• valorius
          • brainy37

            NSN’s don’t have letters in them. Actually, as I’m reading through one of those links, someone else agrees with me.

            “I don’t think this is a real stock number (one officially assigned by
            the Defense Cataloging Center in Battle Creek). The only time I have
            seen letters in an NSN is in a temporary locally assigned stock number
            which allows the supply system(s)to handle and track items that do not
            have a real NSN.”

            So far, all of the links all point back to the single strategypage link which is nothing but a single paragraph with no references or other details.

            Again, it doesn’t matter if you’re tier 1 super ninja elites, if you go outside of the rule of law then you go to jail. The JAG says expanding hollowpoints are a nogo and that’s final.

          • valorius

            Maybe roberts is lying and the people that wrote the articles are delusional? Or maybe you’re wrong…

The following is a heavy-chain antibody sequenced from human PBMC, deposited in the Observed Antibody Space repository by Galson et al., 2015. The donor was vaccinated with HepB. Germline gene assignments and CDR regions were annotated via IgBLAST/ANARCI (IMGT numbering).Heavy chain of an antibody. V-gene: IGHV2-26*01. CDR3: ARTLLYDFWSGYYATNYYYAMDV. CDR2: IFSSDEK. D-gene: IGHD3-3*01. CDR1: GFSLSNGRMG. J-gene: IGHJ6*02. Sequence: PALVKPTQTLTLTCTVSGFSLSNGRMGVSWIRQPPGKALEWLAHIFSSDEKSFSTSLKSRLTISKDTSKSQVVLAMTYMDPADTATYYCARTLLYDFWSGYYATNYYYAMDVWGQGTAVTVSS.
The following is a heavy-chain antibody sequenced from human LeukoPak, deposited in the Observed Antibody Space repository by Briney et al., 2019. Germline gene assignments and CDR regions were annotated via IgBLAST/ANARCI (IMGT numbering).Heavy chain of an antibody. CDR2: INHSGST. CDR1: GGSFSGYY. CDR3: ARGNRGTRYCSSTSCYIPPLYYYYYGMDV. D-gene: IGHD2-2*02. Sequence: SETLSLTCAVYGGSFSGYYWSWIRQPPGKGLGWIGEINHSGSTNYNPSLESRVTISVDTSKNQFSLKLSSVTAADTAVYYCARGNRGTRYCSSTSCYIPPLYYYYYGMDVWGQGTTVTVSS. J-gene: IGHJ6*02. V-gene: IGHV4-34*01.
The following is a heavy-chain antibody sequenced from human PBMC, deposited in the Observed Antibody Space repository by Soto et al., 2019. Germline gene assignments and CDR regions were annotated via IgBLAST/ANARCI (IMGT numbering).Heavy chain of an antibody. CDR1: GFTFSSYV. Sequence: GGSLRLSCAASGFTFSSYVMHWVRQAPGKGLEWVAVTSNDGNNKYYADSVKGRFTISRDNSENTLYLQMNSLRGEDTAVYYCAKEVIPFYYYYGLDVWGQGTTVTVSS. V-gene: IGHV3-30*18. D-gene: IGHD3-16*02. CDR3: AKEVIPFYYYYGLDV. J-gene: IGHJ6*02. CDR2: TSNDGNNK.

Btw, the seals are known to have used hydroshok operationally in the past, and any expanding round is perfectly legal for “counter terror” ops such as the bin laden raid, even in an active warzone.

            This round clearly exists whether you choose to accept it or not. R roberts is risking his entire reputation to perpetrate a lie.

          • brainy37

            Roberts didn’t write that article nor did he ever say that it was in use by SOCOM. He has tested it and the original is on Lightfighter. It’s one of the M4 duty rounds on his recommended list. The article you posted again is based on speculation. When an article says, ” does not have all the facts” or ”
            we’re not yet sure” are pretty big flags to take the article with a grain of salt.

            Also, hydra shok is only for pistols.

          • valorius

            Roberts did write one of the test piece i linked to, and he specifically mentions the round in this recomendation article:

            “For longer range engagements using precision weapons like the Mk12 SPR or DMR rifles with faster 1/8 or 1/7 twist barrels, one of the combat proven 5.56 mm (ie. 5.56 mm NATO pressure loads, not .223 SAAMI pressure loads which run about 200 f/s slower) heavy OTM loadings are a good choice: the Barnes 70 gr TSX (Optimized “browntip”), Hornady 75 gr TAP (#8126N), Nosler 77 gr, or the Sierra 77 gr Match King (Mk262 Mod1).”

            By name.